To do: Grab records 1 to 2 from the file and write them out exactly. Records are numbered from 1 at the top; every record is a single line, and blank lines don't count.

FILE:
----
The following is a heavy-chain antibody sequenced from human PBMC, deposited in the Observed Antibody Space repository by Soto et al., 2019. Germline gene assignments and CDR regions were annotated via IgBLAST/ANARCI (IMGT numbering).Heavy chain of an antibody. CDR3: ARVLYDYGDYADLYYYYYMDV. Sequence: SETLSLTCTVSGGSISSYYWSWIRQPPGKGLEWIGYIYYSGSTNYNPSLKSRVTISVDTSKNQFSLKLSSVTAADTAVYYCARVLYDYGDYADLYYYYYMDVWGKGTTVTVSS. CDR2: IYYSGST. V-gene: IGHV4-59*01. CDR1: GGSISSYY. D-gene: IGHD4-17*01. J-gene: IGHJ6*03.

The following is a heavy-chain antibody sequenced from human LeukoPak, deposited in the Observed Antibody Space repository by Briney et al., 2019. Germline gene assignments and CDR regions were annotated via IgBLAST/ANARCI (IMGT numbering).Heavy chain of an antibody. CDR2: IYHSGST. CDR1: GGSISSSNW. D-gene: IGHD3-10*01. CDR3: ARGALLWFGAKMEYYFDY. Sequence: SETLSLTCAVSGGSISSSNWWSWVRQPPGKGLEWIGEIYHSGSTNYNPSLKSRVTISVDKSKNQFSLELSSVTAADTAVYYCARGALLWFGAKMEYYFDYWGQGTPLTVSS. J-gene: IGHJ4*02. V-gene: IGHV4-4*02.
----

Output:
The following is a heavy-chain antibody sequenced from human PBMC, deposited in the Observed Antibody Space repository by Soto et al., 2019. Germline gene assignments and CDR regions were annotated via IgBLAST/ANARCI (IMGT numbering).Heavy chain of an antibody. CDR3: ARVLYDYGDYADLYYYYYMDV. Sequence: SETLSLTCTVSGGSISSYYWSWIRQPPGKGLEWIGYIYYSGSTNYNPSLKSRVTISVDTSKNQFSLKLSSVTAADTAVYYCARVLYDYGDYADLYYYYYMDVWGKGTTVTVSS. CDR2: IYYSGST. V-gene: IGHV4-59*01. CDR1: GGSISSYY. D-gene: IGHD4-17*01. J-gene: IGHJ6*03.

The following is a heavy-chain antibody sequenced from human LeukoPak, deposited in the Observed Antibody Space repository by Briney et al., 2019. Germline gene assignments and CDR regions were annotated via IgBLAST/ANARCI (IMGT numbering).Heavy chain of an antibody. CDR2: IYHSGST. CDR1: GGSISSSNW. D-gene: IGHD3-10*01. CDR3: ARGALLWFGAKMEYYFDY. Sequence: SETLSLTCAVSGGSISSSNWWSWVRQPPGKGLEWIGEIYHSGSTNYNPSLKSRVTISVDKSKNQFSLELSSVTAADTAVYYCARGALLWFGAKMEYYFDYWGQGTPLTVSS. J-gene: IGHJ4*02. V-gene: IGHV4-4*02.